– Jack
    Apr 20 at 6:33
  • Thanks for clarifying. Rafters are 2x4s and the “ridge beam” is 2x6. I am now thinking of going without a ridge beam for 2 main reasons. One, due to the low angle of the roof I don’t have a lot of space to mount efficient collar ties under the rafters. Two, I don’t want support poles inside the shed, and using a 2X ridge beam will require a lot of manpower to bring up there (to clarify, I do use a doubled up support (in red) for the beam in my visual). So I think I’ll go with roof trusses reinforced with thick plywood collar ties, like in the last image in my message. Does that make sense?
    – Moyk
    Apr 20 at 7:48
  • Collar ties are only required for a ridge pole, a single 2X6. A ridge beam does not need collar ties or a mid span support if constructed heavy enough out of multiple layers, say for example 2 or 3 ganged up 2X10s or 2 pieces of 9 1/2" X 1 3/4 LVL so it does not sag over the 18 ft length. that way you can get the slope of the rafters and the beam at the red posts will not need the short red post above the top plate.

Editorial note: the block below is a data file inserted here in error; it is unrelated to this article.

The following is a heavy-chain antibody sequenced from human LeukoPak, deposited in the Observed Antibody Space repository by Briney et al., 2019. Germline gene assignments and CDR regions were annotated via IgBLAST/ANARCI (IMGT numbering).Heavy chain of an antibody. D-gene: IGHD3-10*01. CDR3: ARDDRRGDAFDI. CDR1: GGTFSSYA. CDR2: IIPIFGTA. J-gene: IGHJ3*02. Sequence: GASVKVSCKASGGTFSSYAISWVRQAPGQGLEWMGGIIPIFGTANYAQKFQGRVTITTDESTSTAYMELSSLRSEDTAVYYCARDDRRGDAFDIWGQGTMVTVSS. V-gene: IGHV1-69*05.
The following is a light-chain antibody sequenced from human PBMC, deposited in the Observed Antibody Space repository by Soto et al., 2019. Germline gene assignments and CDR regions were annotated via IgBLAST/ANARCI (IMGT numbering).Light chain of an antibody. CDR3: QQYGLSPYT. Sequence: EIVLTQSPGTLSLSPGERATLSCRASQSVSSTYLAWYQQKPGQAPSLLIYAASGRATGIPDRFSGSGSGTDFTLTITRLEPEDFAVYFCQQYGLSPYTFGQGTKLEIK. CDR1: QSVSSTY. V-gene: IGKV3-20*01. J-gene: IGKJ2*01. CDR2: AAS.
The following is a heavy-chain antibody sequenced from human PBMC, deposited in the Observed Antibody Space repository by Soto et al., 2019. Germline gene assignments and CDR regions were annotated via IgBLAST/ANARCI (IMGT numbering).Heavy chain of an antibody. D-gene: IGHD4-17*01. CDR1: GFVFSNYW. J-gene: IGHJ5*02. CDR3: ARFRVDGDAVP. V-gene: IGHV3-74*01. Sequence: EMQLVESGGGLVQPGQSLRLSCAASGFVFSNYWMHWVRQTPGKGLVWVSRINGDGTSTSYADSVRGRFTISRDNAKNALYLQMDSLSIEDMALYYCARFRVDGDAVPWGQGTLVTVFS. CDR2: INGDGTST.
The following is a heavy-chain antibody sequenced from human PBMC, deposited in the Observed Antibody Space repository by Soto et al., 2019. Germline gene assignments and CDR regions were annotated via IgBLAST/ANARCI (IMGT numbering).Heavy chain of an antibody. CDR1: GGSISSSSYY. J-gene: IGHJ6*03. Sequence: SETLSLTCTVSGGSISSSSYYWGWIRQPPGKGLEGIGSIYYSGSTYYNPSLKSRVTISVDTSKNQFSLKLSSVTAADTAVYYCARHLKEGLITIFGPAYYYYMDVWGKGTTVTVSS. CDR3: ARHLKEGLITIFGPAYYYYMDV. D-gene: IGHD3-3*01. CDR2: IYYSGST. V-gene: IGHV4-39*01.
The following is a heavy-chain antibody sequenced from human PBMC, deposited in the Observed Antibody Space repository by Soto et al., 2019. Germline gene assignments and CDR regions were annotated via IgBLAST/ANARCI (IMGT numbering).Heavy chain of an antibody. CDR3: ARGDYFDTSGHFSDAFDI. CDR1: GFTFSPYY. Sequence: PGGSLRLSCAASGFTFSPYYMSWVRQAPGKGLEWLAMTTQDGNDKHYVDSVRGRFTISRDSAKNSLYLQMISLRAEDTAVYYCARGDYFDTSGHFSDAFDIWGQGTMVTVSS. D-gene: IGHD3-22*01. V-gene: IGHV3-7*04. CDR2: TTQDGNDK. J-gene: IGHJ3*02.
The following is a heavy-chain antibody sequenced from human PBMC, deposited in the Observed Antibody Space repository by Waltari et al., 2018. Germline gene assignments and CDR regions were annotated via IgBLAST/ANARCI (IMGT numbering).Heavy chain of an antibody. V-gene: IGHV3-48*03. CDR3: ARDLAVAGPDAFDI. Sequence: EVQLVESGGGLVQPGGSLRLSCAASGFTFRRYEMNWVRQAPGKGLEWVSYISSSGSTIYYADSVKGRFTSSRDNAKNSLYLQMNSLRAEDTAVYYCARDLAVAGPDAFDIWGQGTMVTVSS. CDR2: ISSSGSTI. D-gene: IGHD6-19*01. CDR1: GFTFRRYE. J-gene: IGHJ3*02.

– Jack
    Apr 20 at 14:38

The main problem with extremely low sloping or flat roofs is actually the risk of leaking. This is the reason why historically, it was really only in arid climates where flat roofs were widely used. In most places, pre modern (and even some contemporary) roofs tend to be much steeper, particularly at high latitudes where winters often bring lots of snow. The steep roofs allow snow to largely just slide off onto the ground, not to mention a lot of people in these latitudes with steep roofs used the attic as essentially another floor (or two)!